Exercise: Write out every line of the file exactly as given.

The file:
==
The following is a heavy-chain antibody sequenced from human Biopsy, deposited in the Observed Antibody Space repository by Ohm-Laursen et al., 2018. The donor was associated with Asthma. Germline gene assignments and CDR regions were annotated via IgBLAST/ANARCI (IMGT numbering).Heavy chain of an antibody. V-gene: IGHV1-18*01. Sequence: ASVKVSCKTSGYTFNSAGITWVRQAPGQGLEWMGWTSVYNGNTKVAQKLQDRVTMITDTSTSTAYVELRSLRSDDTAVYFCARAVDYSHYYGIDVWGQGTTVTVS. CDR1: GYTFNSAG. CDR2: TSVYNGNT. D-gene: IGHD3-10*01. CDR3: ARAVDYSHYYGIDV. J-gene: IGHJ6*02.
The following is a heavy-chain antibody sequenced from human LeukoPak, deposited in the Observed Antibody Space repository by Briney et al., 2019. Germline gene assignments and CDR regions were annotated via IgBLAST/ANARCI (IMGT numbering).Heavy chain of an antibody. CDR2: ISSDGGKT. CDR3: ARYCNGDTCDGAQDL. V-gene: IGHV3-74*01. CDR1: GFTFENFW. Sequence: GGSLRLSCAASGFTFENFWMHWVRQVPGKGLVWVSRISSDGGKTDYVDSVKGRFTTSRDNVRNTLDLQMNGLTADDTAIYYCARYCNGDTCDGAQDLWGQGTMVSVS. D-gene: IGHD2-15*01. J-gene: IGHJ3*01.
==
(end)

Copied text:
The following is a heavy-chain antibody sequenced from human Biopsy, deposited in the Observed Antibody Space repository by Ohm-Laursen et al., 2018. The donor was associated with Asthma. Germline gene assignments and CDR regions were annotated via IgBLAST/ANARCI (IMGT numbering).Heavy chain of an antibody. V-gene: IGHV1-18*01. Sequence: ASVKVSCKTSGYTFNSAGITWVRQAPGQGLEWMGWTSVYNGNTKVAQKLQDRVTMITDTSTSTAYVELRSLRSDDTAVYFCARAVDYSHYYGIDVWGQGTTVTVS. CDR1: GYTFNSAG. CDR2: TSVYNGNT. D-gene: IGHD3-10*01. CDR3: ARAVDYSHYYGIDV. J-gene: IGHJ6*02.
The following is a heavy-chain antibody sequenced from human LeukoPak, deposited in the Observed Antibody Space repository by Briney et al., 2019. Germline gene assignments and CDR regions were annotated via IgBLAST/ANARCI (IMGT numbering).Heavy chain of an antibody. CDR2: ISSDGGKT. CDR3: ARYCNGDTCDGAQDL. V-gene: IGHV3-74*01. CDR1: GFTFENFW. Sequence: GGSLRLSCAASGFTFENFWMHWVRQVPGKGLVWVSRISSDGGKTDYVDSVKGRFTTSRDNVRNTLDLQMNGLTADDTAIYYCARYCNGDTCDGAQDLWGQGTMVSVS. D-gene: IGHD2-15*01. J-gene: IGHJ3*01.